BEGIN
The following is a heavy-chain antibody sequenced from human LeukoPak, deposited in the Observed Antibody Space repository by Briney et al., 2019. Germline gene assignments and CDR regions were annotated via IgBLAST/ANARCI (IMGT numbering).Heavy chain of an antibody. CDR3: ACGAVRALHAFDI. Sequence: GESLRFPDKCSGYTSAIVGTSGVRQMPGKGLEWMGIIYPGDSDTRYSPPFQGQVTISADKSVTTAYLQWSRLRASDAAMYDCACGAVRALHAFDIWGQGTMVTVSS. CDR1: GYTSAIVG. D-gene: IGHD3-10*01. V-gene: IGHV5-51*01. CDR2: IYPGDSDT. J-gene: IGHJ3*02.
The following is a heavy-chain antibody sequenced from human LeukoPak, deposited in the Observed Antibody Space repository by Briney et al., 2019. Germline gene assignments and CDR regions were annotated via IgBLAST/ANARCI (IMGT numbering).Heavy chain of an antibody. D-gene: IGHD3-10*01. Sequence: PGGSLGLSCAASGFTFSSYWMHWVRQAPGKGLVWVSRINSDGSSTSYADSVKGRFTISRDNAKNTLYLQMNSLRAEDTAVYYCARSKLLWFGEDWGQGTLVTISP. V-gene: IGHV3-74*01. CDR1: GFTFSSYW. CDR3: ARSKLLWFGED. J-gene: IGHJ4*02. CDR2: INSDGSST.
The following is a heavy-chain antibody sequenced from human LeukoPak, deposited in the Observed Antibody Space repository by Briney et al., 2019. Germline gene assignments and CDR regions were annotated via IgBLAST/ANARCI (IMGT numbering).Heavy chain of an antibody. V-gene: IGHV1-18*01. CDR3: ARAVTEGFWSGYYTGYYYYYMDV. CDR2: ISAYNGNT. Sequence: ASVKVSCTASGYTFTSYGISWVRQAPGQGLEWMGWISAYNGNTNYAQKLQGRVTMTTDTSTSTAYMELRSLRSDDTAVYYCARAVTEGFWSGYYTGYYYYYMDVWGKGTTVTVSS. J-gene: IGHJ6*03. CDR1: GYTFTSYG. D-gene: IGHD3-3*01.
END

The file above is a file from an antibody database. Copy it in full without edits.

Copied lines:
The following is a heavy-chain antibody sequenced from human LeukoPak, deposited in the Observed Antibody Space repository by Briney et al., 2019. Germline gene assignments and CDR regions were annotated via IgBLAST/ANARCI (IMGT numbering).Heavy chain of an antibody. CDR3: ACGAVRALHAFDI. Sequence: GESLRFPDKCSGYTSAIVGTSGVRQMPGKGLEWMGIIYPGDSDTRYSPPFQGQVTISADKSVTTAYLQWSRLRASDAAMYDCACGAVRALHAFDIWGQGTMVTVSS. CDR1: GYTSAIVG. D-gene: IGHD3-10*01. V-gene: IGHV5-51*01. CDR2: IYPGDSDT. J-gene: IGHJ3*02.
The following is a heavy-chain antibody sequenced from human LeukoPak, deposited in the Observed Antibody Space repository by Briney et al., 2019. Germline gene assignments and CDR regions were annotated via IgBLAST/ANARCI (IMGT numbering).Heavy chain of an antibody. D-gene: IGHD3-10*01. Sequence: PGGSLGLSCAASGFTFSSYWMHWVRQAPGKGLVWVSRINSDGSSTSYADSVKGRFTISRDNAKNTLYLQMNSLRAEDTAVYYCARSKLLWFGEDWGQGTLVTISP. V-gene: IGHV3-74*01. CDR1: GFTFSSYW. CDR3: ARSKLLWFGED. J-gene: IGHJ4*02. CDR2: INSDGSST.
The following is a heavy-chain antibody sequenced from human LeukoPak, deposited in the Observed Antibody Space repository by Briney et al., 2019. Germline gene assignments and CDR regions were annotated via IgBLAST/ANARCI (IMGT numbering).Heavy chain of an antibody. V-gene: IGHV1-18*01. CDR3: ARAVTEGFWSGYYTGYYYYYMDV. CDR2: ISAYNGNT. Sequence: ASVKVSCTASGYTFTSYGISWVRQAPGQGLEWMGWISAYNGNTNYAQKLQGRVTMTTDTSTSTAYMELRSLRSDDTAVYYCARAVTEGFWSGYYTGYYYYYMDVWGKGTTVTVSS. J-gene: IGHJ6*03. CDR1: GYTFTSYG. D-gene: IGHD3-3*01.